The story is solid and follows many of the tropes involved in a traditional mad scientist flick. You have the well-meaning but misguided genius who is far ahead of his time. There are the characters who don’t understand and thru their ignorance make the situation worse. We also get the requisite outsider who can act as a proxy for the audience helplessly watching things play out. All of this is wrapped in a tight seventy-four-minute runtime that gets to the good stuff and never lets up. Combined with the outstanding performance from Karloff this makes for a wonderful way to spend an evening.

The sets are simple but effective. Most of the story takes place in Kravaal’s underground lab. This consists of a couple small rooms and the ice chamber where he freezes his experimental subjects. I liked the look of the movie as they light it very dark and make great use of the shadows. They also pull off the trick of making it appear as if the room is light by the oil lamps and fireplace. I might just be an old guy here, but nothing is quite as atmospheric and creepy as an old black and white movie done right. The Man with Nine Lives is a perfect example of this.

I have nothing bad to say about this movie. When you mention Karloff, everyone thinks about his performance as the Frankenstein’s Monster, and his later non creature roles in the classic Universal Movies. The guy was so much more than that with a lot of his best work coming in films like this one. It is easy to find and worth checking out. I highly recommend The Man with Nine Lives.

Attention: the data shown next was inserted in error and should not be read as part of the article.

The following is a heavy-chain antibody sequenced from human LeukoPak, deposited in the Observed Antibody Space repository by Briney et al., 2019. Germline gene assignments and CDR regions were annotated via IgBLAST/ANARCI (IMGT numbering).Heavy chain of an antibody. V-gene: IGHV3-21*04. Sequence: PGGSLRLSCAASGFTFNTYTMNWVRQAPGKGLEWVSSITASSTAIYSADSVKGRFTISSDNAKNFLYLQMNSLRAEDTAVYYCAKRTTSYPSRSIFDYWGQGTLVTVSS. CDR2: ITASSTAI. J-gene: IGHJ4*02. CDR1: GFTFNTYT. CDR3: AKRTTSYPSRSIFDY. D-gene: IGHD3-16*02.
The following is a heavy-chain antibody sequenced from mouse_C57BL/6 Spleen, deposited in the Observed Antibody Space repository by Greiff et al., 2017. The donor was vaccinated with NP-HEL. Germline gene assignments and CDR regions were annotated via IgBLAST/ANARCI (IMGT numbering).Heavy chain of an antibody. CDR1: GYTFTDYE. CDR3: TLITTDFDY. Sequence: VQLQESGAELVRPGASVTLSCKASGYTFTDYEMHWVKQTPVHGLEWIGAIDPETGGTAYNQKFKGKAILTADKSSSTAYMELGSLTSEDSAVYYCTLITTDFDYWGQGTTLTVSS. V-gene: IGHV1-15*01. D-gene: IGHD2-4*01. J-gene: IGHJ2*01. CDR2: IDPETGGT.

© Copyright 2020 John Shatzer

Monday, July 27, 2020

The Silence (2019)

Time for some honesty. I had been avoiding watching the Silence as I sort of lumped it in with the similarly themed A Quiet Place and Birdbox, both of which I did watch. I’m just not a fan of stuff like this. But I have to say that when I finally broke down and checked this one out I was pleasantly surprised.

Stanley Tucci is Hugh Andrews, an architect and family man. He and his wife Kelly have a young son and a teenage daughter named Ally. She lost her hearing a couple of years before in an accident, which means the family can communicate using sign language. This is important later. Why you might ask? Well some explorers decide to crack open a cave in the mountains of Pennsylvania and accidentally unleash a swarm of giant bat looking creatures that rip and tear thru everything they can find. But the catch is being locked in darkness for millennia these creatures have no eyes and hunt by sound. See why the daughter thing was important?

The creatures show up, the family with grandma and family friend Glenn make a break for the country thinking it won’t be as bad there. Less noise means less creature activity. Have no fear though they get plenty of monsters in pursuit. Some of them blind bat creatures and some of them crazy people. I mean you must have some society breaking down in this kind of flick. People die, some live, and we get a sort of happy ending. I mean if you consider millions of dead folks and the human race on the brink of extinction a happy ending.